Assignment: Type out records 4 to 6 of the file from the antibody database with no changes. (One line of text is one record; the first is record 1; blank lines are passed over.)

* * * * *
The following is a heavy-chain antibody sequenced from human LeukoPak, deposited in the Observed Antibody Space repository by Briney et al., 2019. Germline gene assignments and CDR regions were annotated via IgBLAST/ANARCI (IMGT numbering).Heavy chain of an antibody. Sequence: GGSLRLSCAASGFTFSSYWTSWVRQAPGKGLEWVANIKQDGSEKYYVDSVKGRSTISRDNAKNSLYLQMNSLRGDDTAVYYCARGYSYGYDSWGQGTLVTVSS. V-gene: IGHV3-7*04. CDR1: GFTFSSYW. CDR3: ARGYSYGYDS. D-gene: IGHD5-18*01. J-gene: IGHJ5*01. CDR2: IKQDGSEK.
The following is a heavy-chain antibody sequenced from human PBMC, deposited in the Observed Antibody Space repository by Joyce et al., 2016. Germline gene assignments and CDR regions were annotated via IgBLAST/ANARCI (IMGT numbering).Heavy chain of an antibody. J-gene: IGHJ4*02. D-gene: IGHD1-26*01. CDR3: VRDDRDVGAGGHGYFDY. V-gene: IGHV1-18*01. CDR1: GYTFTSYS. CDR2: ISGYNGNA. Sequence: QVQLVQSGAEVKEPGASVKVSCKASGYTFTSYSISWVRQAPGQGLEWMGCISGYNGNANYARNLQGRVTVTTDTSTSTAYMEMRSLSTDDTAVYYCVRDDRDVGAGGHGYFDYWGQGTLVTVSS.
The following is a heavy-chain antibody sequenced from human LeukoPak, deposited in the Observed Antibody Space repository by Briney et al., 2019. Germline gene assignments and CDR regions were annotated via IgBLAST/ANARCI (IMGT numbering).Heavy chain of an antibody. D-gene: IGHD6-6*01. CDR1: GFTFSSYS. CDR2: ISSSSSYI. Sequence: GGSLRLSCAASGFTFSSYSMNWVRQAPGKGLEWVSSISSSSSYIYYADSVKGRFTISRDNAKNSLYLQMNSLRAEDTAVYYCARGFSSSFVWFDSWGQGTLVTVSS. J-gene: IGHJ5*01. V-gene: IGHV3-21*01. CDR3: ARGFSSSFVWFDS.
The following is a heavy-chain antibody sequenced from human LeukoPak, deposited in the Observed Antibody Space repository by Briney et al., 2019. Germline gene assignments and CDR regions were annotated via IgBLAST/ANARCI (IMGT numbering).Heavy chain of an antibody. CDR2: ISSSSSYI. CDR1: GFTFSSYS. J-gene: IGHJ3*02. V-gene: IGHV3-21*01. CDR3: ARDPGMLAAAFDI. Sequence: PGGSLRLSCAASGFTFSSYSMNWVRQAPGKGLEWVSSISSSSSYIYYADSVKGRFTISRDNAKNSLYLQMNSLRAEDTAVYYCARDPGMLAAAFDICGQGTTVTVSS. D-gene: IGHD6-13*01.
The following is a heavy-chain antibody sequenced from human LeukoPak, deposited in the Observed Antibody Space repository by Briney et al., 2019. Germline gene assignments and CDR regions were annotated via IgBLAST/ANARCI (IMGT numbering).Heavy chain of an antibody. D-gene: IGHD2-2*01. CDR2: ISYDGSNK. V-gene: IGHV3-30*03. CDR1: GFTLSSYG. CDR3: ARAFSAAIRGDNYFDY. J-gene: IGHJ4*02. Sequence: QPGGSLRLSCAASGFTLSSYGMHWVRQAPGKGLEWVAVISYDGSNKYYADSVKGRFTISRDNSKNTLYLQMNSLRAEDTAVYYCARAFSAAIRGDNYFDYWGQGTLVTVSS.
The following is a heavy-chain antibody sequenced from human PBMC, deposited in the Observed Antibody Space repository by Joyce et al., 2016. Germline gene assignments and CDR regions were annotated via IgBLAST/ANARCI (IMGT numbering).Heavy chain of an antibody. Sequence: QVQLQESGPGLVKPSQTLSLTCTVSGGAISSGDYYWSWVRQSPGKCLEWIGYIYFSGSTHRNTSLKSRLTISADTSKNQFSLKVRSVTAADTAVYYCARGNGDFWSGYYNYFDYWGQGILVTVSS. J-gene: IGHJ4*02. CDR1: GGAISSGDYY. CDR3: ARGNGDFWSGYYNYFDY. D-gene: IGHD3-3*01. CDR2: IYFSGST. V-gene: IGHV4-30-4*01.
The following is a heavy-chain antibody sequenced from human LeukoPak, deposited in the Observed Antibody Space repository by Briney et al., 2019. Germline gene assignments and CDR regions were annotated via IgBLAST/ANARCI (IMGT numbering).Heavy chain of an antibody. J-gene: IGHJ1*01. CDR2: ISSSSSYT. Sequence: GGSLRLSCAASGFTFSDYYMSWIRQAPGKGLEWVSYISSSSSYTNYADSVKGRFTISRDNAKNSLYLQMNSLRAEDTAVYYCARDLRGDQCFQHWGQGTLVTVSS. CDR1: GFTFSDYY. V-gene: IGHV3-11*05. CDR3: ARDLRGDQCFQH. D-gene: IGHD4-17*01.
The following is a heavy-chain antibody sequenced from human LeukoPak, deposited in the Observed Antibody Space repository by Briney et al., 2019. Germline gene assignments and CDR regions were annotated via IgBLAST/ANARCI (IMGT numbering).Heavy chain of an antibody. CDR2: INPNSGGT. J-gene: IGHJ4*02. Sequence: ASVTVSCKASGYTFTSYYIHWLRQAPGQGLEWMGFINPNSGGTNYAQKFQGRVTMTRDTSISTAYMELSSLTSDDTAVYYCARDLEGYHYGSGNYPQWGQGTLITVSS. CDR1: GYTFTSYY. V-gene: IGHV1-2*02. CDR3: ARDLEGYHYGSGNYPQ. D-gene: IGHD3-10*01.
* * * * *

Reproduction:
The following is a heavy-chain antibody sequenced from human LeukoPak, deposited in the Observed Antibody Space repository by Briney et al., 2019. Germline gene assignments and CDR regions were annotated via IgBLAST/ANARCI (IMGT numbering).Heavy chain of an antibody. CDR2: ISSSSSYI. CDR1: GFTFSSYS. J-gene: IGHJ3*02. V-gene: IGHV3-21*01. CDR3: ARDPGMLAAAFDI. Sequence: PGGSLRLSCAASGFTFSSYSMNWVRQAPGKGLEWVSSISSSSSYIYYADSVKGRFTISRDNAKNSLYLQMNSLRAEDTAVYYCARDPGMLAAAFDICGQGTTVTVSS. D-gene: IGHD6-13*01.
The following is a heavy-chain antibody sequenced from human LeukoPak, deposited in the Observed Antibody Space repository by Briney et al., 2019. Germline gene assignments and CDR regions were annotated via IgBLAST/ANARCI (IMGT numbering).Heavy chain of an antibody. D-gene: IGHD2-2*01. CDR2: ISYDGSNK. V-gene: IGHV3-30*03. CDR1: GFTLSSYG. CDR3: ARAFSAAIRGDNYFDY. J-gene: IGHJ4*02. Sequence: QPGGSLRLSCAASGFTLSSYGMHWVRQAPGKGLEWVAVISYDGSNKYYADSVKGRFTISRDNSKNTLYLQMNSLRAEDTAVYYCARAFSAAIRGDNYFDYWGQGTLVTVSS.
The following is a heavy-chain antibody sequenced from human PBMC, deposited in the Observed Antibody Space repository by Joyce et al., 2016. Germline gene assignments and CDR regions were annotated via IgBLAST/ANARCI (IMGT numbering).Heavy chain of an antibody. Sequence: QVQLQESGPGLVKPSQTLSLTCTVSGGAISSGDYYWSWVRQSPGKCLEWIGYIYFSGSTHRNTSLKSRLTISADTSKNQFSLKVRSVTAADTAVYYCARGNGDFWSGYYNYFDYWGQGILVTVSS. J-gene: IGHJ4*02. CDR1: GGAISSGDYY. CDR3: ARGNGDFWSGYYNYFDY. D-gene: IGHD3-3*01. CDR2: IYFSGST. V-gene: IGHV4-30-4*01.